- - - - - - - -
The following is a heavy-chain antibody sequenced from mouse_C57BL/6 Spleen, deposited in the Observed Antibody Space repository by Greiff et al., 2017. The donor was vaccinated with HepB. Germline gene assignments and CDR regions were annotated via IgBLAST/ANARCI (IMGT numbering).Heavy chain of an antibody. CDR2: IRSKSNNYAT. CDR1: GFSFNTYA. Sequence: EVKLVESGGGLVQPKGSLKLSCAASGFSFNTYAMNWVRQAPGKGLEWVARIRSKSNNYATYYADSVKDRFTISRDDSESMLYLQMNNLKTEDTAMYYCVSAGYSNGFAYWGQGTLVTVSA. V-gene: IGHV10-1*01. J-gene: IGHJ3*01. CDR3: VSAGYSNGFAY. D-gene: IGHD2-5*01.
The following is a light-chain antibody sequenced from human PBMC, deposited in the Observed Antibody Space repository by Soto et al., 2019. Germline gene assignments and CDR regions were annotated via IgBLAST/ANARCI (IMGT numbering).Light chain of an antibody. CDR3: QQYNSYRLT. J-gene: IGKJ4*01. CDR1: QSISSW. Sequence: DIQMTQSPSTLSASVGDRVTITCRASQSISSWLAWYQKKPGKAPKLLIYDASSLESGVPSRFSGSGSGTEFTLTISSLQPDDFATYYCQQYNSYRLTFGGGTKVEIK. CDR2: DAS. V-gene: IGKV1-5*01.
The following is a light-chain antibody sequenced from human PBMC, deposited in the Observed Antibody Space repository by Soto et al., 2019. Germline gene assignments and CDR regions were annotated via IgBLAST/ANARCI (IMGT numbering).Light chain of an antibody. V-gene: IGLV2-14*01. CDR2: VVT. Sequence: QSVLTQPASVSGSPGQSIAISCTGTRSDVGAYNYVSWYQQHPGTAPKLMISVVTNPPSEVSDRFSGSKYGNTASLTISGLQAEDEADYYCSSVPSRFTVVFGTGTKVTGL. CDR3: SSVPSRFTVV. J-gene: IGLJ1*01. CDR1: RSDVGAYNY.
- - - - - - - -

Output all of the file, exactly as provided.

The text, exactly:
The following is a heavy-chain antibody sequenced from mouse_C57BL/6 Spleen, deposited in the Observed Antibody Space repository by Greiff et al., 2017. The donor was vaccinated with HepB. Germline gene assignments and CDR regions were annotated via IgBLAST/ANARCI (IMGT numbering).Heavy chain of an antibody. CDR2: IRSKSNNYAT. CDR1: GFSFNTYA. Sequence: EVKLVESGGGLVQPKGSLKLSCAASGFSFNTYAMNWVRQAPGKGLEWVARIRSKSNNYATYYADSVKDRFTISRDDSESMLYLQMNNLKTEDTAMYYCVSAGYSNGFAYWGQGTLVTVSA. V-gene: IGHV10-1*01. J-gene: IGHJ3*01. CDR3: VSAGYSNGFAY. D-gene: IGHD2-5*01.
The following is a light-chain antibody sequenced from human PBMC, deposited in the Observed Antibody Space repository by Soto et al., 2019. Germline gene assignments and CDR regions were annotated via IgBLAST/ANARCI (IMGT numbering).Light chain of an antibody. CDR3: QQYNSYRLT. J-gene: IGKJ4*01. CDR1: QSISSW. Sequence: DIQMTQSPSTLSASVGDRVTITCRASQSISSWLAWYQKKPGKAPKLLIYDASSLESGVPSRFSGSGSGTEFTLTISSLQPDDFATYYCQQYNSYRLTFGGGTKVEIK. CDR2: DAS. V-gene: IGKV1-5*01.
The following is a light-chain antibody sequenced from human PBMC, deposited in the Observed Antibody Space repository by Soto et al., 2019. Germline gene assignments and CDR regions were annotated via IgBLAST/ANARCI (IMGT numbering).Light chain of an antibody. V-gene: IGLV2-14*01. CDR2: VVT. Sequence: QSVLTQPASVSGSPGQSIAISCTGTRSDVGAYNYVSWYQQHPGTAPKLMISVVTNPPSEVSDRFSGSKYGNTASLTISGLQAEDEADYYCSSVPSRFTVVFGTGTKVTGL. CDR3: SSVPSRFTVV. J-gene: IGLJ1*01. CDR1: RSDVGAYNY.